*579 Judgment on the whole record is properly granted only if binding instructions should have been given at the trial. Hogan v. Bryn Mawr Hospital, 250 Pa.Superior Ct. 109, 116, 378 A.2d 477, 481 (1977). Binding instructions are appropriate where there is no question of fact properly submissible to the jury. Id.; Lambert v. Pittsburgh Rys. Co., 405 Pa. 364, 367, 175 A.2d 870, 872 (1961). In order to conclude there is no factual question properly submissible to the jury, the evidence, viewed in the light most advantageous to the non-moving party must be such that it would not justify a verdict and judgment for the non-moving party. Hogan v. Bryn Mawr Hospital, supra; DeGregoris v. Stockwell Rubber Co., 235 Pa.Superior Ct. 71, 340 A.2d 570 (1975). In the instant case, the extrinsic evidence admitted did not elucidate the intended meaning of the ambiguous policy term "operated by the insured." The record shows that the parties agreed to insure Motor Coils' shipping of customers' property, which at the time the policy was issued involved the use of leased trucks driven by Motor Coils drivers. "[G]reat weight is placed on the principal purpose of the parties if this purpose is ascertainable." Spatz v. Nascone, 283 Pa.Superior Ct. 517, 539, 424 A.2d 929 (1981). There was no evidence that Motor Coils' coverage ceased when it began to lease both trucks and drivers. The trial court thus properly construed the policy against its drafter in finding that Motor Coils' coverage included "operation" of vehicles by using "carriers or bailees for hire."[8]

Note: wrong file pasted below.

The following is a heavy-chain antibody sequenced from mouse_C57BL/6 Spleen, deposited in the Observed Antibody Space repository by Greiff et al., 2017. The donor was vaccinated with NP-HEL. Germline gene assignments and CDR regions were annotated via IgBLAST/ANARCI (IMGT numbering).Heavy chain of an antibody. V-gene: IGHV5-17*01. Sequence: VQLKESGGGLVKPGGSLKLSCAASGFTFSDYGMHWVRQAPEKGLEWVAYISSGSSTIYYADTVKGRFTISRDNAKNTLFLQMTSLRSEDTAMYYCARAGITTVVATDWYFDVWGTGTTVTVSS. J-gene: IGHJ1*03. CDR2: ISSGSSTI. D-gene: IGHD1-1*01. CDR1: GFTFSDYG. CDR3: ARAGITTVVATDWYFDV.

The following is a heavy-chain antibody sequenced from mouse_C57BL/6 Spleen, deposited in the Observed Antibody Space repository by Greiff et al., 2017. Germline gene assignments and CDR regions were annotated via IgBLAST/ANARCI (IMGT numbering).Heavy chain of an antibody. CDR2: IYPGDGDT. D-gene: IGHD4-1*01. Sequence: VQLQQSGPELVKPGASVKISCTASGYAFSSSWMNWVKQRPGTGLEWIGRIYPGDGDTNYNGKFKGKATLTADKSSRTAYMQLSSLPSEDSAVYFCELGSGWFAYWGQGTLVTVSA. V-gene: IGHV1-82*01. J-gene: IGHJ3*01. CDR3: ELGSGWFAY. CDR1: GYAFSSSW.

In the instant case, the factual question of the intended meaning of "operated by the insured" in light of the evidence *580 on the record was properly the subject of binding instructions. Therefore, judgment on the whole record was properly granted for appellee.

Judgment affirmed.

BROSKY, J., files a concurring opinion.

BROSKY, Judge, concurring:

I concur in the majority opinion.

I will make only one observation supporting the conclusion the majority has reached here.

The majority opinion states: "Where extrinsic evidence fails to clarify an ambiguous instrument, the ambiguity is construed most strongly against the drafter of the instrument." While the application of this general principle was not inapropos, there is a more particular rule of law which should be brought to bear here.

. . . exceptions to the general liability of the insurer are to be strictly construed against the insurance company.